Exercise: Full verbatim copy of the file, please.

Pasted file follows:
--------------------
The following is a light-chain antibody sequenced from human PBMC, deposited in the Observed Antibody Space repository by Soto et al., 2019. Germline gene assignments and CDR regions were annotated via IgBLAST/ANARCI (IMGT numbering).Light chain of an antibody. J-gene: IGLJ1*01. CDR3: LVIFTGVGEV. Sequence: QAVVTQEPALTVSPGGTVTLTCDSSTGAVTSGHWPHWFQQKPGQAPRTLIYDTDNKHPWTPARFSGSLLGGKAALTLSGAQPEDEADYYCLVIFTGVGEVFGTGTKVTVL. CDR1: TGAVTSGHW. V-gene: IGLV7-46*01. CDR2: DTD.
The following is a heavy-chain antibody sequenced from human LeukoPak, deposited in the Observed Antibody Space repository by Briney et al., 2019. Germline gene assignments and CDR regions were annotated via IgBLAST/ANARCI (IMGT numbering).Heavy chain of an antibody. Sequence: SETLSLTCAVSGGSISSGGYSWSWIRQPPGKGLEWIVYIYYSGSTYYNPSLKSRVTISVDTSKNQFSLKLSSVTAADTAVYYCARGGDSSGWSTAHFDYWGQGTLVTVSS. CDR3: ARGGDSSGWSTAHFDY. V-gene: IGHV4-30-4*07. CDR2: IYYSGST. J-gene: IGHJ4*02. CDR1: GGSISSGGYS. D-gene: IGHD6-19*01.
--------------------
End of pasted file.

The following is a light-chain antibody sequenced from human PBMC, deposited in the Observed Antibody Space repository by Soto et al., 2019. Germline gene assignments and CDR regions were annotated via IgBLAST/ANARCI (IMGT numbering).Light chain of an antibody. J-gene: IGLJ1*01. CDR3: LVIFTGVGEV. Sequence: QAVVTQEPALTVSPGGTVTLTCDSSTGAVTSGHWPHWFQQKPGQAPRTLIYDTDNKHPWTPARFSGSLLGGKAALTLSGAQPEDEADYYCLVIFTGVGEVFGTGTKVTVL. CDR1: TGAVTSGHW. V-gene: IGLV7-46*01. CDR2: DTD.
The following is a heavy-chain antibody sequenced from human LeukoPak, deposited in the Observed Antibody Space repository by Briney et al., 2019. Germline gene assignments and CDR regions were annotated via IgBLAST/ANARCI (IMGT numbering).Heavy chain of an antibody. Sequence: SETLSLTCAVSGGSISSGGYSWSWIRQPPGKGLEWIVYIYYSGSTYYNPSLKSRVTISVDTSKNQFSLKLSSVTAADTAVYYCARGGDSSGWSTAHFDYWGQGTLVTVSS. CDR3: ARGGDSSGWSTAHFDY. V-gene: IGHV4-30-4*07. CDR2: IYYSGST. J-gene: IGHJ4*02. CDR1: GGSISSGGYS. D-gene: IGHD6-19*01.